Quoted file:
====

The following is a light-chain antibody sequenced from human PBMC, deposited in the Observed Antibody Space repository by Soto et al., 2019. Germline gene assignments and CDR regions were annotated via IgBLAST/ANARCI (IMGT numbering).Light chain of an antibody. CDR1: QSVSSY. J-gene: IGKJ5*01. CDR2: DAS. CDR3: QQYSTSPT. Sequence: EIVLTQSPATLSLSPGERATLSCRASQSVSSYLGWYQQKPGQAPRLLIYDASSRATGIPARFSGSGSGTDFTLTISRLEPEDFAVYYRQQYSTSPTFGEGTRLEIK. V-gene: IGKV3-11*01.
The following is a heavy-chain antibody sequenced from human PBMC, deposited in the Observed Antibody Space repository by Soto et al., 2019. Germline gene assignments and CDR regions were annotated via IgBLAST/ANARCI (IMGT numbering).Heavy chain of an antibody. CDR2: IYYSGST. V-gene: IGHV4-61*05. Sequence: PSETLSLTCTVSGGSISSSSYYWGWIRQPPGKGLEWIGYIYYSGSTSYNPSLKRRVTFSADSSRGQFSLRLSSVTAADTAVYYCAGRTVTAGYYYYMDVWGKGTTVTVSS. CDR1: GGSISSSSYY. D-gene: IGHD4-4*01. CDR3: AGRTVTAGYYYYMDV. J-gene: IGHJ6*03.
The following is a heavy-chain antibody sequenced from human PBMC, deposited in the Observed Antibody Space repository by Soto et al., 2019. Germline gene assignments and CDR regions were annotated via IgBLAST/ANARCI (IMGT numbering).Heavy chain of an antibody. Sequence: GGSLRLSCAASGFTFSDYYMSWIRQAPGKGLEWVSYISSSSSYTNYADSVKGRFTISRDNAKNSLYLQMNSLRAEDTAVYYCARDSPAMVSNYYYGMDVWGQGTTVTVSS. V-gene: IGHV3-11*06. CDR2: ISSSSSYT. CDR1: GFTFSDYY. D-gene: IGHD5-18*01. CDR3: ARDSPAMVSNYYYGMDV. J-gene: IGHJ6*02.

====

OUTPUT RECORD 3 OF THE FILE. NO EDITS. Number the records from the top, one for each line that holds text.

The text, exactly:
The following is a heavy-chain antibody sequenced from human PBMC, deposited in the Observed Antibody Space repository by Soto et al., 2019. Germline gene assignments and CDR regions were annotated via IgBLAST/ANARCI (IMGT numbering).Heavy chain of an antibody. Sequence: GGSLRLSCAASGFTFSDYYMSWIRQAPGKGLEWVSYISSSSSYTNYADSVKGRFTISRDNAKNSLYLQMNSLRAEDTAVYYCARDSPAMVSNYYYGMDVWGQGTTVTVSS. V-gene: IGHV3-11*06. CDR2: ISSSSSYT. CDR1: GFTFSDYY. D-gene: IGHD5-18*01. CDR3: ARDSPAMVSNYYYGMDV. J-gene: IGHJ6*02.